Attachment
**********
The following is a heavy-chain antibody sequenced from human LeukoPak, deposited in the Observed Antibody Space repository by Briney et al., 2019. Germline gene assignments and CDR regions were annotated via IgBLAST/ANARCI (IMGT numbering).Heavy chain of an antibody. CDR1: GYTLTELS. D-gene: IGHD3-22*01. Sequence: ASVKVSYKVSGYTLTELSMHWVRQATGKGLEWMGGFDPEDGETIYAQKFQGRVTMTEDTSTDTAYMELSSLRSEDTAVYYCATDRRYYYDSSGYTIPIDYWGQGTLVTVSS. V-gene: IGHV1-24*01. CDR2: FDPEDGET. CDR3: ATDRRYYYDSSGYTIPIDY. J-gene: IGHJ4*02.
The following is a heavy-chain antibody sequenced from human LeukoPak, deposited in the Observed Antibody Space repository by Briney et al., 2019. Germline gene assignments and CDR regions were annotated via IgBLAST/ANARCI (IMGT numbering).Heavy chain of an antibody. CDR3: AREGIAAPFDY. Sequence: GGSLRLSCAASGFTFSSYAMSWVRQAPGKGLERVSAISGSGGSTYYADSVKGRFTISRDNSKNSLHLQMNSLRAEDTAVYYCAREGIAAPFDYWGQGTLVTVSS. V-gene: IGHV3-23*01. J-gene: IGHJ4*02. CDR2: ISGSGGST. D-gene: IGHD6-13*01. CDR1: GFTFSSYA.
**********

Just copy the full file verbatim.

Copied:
The following is a heavy-chain antibody sequenced from human LeukoPak, deposited in the Observed Antibody Space repository by Briney et al., 2019. Germline gene assignments and CDR regions were annotated via IgBLAST/ANARCI (IMGT numbering).Heavy chain of an antibody. CDR1: GYTLTELS. D-gene: IGHD3-22*01. Sequence: ASVKVSYKVSGYTLTELSMHWVRQATGKGLEWMGGFDPEDGETIYAQKFQGRVTMTEDTSTDTAYMELSSLRSEDTAVYYCATDRRYYYDSSGYTIPIDYWGQGTLVTVSS. V-gene: IGHV1-24*01. CDR2: FDPEDGET. CDR3: ATDRRYYYDSSGYTIPIDY. J-gene: IGHJ4*02.
The following is a heavy-chain antibody sequenced from human LeukoPak, deposited in the Observed Antibody Space repository by Briney et al., 2019. Germline gene assignments and CDR regions were annotated via IgBLAST/ANARCI (IMGT numbering).Heavy chain of an antibody. CDR3: AREGIAAPFDY. Sequence: GGSLRLSCAASGFTFSSYAMSWVRQAPGKGLERVSAISGSGGSTYYADSVKGRFTISRDNSKNSLHLQMNSLRAEDTAVYYCAREGIAAPFDYWGQGTLVTVSS. V-gene: IGHV3-23*01. J-gene: IGHJ4*02. CDR2: ISGSGGST. D-gene: IGHD6-13*01. CDR1: GFTFSSYA.